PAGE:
According to the dictionary, “confluence” describes the flowing together of two or more rivers — for example, where the smaller Missouri joins the roaring Mississippi. There is a similar confluence of strategy forming between the for-profit and non-profit sectors. And considering the reputational challenges damming many for-profit revenue streams, the non-profit sector may prove its contributions to the union to be more Mississippi than Missouri.
Recent articles about brands, businesses and entire industries struggling with trust erosion and disloyalty are making this confluence timely. For-profits can learn and benefit from three approaches long-used by non-profits to earn trust and loyalty.
Collaboration — Long before an explosion of social media drove for-profits to listen and collaborate in new ways, non-profits understood that relationships with stakeholders and other like-minded organizations are key to successful operations. Yet, non-profits also understood early on that social media would allow them to replicate online what they had done on a smaller scale offline. As The McKinsey Quarterly suggested earlier this month, corporations have far to go toward better understanding and supporting their stakeholders and the broader networks in which they operate. IBM is one of the first to embrace an approach that is reminiscent of the consensus-building, collaborative efforts non-profits typically employ. Matt Preschern, marketing VP at IBM, recognizes: “If we are serious about Smarter Planet, this cannot be IBM talking to you, and IBM telling you what a smarter planet needs to look like. We need to build an entire ecosystem of partners, and the only way they will be interested is if we give them tools to engage in dialogue.”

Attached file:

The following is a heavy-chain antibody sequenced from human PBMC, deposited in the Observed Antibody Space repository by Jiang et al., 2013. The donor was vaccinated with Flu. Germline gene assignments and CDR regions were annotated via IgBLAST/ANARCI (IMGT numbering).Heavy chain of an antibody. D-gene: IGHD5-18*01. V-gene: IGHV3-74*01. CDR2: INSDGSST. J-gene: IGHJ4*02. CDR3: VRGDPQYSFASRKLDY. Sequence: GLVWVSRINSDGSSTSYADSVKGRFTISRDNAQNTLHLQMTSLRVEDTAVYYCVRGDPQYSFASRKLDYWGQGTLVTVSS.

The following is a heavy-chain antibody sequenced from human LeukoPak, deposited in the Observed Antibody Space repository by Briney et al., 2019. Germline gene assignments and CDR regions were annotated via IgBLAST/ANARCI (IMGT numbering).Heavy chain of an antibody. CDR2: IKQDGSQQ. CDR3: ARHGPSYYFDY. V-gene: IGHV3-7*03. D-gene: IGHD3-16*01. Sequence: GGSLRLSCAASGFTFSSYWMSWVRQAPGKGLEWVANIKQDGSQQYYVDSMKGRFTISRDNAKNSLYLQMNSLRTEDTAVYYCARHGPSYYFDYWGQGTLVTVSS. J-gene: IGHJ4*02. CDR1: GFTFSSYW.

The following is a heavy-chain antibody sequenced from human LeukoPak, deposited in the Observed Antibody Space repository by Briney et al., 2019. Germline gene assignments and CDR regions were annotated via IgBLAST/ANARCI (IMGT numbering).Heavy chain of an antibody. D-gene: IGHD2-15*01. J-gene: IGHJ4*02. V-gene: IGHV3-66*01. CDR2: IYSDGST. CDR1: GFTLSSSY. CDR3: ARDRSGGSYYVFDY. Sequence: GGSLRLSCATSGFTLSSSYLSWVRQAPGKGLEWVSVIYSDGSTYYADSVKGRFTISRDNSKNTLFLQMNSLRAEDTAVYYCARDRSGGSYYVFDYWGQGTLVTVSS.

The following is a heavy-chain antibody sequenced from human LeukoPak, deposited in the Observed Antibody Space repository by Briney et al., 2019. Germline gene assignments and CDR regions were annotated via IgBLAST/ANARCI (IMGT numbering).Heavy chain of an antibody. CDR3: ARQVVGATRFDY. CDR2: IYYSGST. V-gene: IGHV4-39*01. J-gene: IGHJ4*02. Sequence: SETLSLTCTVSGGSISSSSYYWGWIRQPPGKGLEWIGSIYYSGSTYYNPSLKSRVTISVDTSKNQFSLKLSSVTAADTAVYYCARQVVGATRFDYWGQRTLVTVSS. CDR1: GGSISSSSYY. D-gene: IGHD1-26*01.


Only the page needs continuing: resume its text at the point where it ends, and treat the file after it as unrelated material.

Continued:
Guidance — Increasingly companies are building trust and providing value by serving as guides for their consumers. Again, that’s what non-profits have done for a long time — curating information and sharing their particular expertise and knowledge. Long before the current economic woes, a 2003 national survey found that 9 out of 10 Americans considered museums to be the most trustworthy or a trustworthy source of information. It may behoove businesses to study how non-profits’ have leveraged their focused expertise to answer questions and build deeper, trusted relationships with their consumer.
Citizenship — For-profits who embrace collaboration and offer guidance represent a new kind of corporate citizen — a branded utility whose contributions (and responsibilities) to consumers, and society at large, more closely mirror those of non-profits. A growing number of consumers expect businesses to contribute to society in areas where they have real expertise, and thus, can make a real impact. Some branded utilities have already recognized the opportunities. Yet, these corporate citizens can still look to non-profits for added direction on how to collaborate on and guide national agendas, not just discreet consumer segments.
We have encouraged non-profits to look to their for-profit counterparts for guidance on how to manage (and innovate) their brands. But non-profits have their own counsel to give. And they may well prove the loadsmen in an era that demands greater transparency and consumer engagement. A blend of best practices from each sector will ensure the smoothest sailing, even though for-profits may be the smaller tributary for a change.
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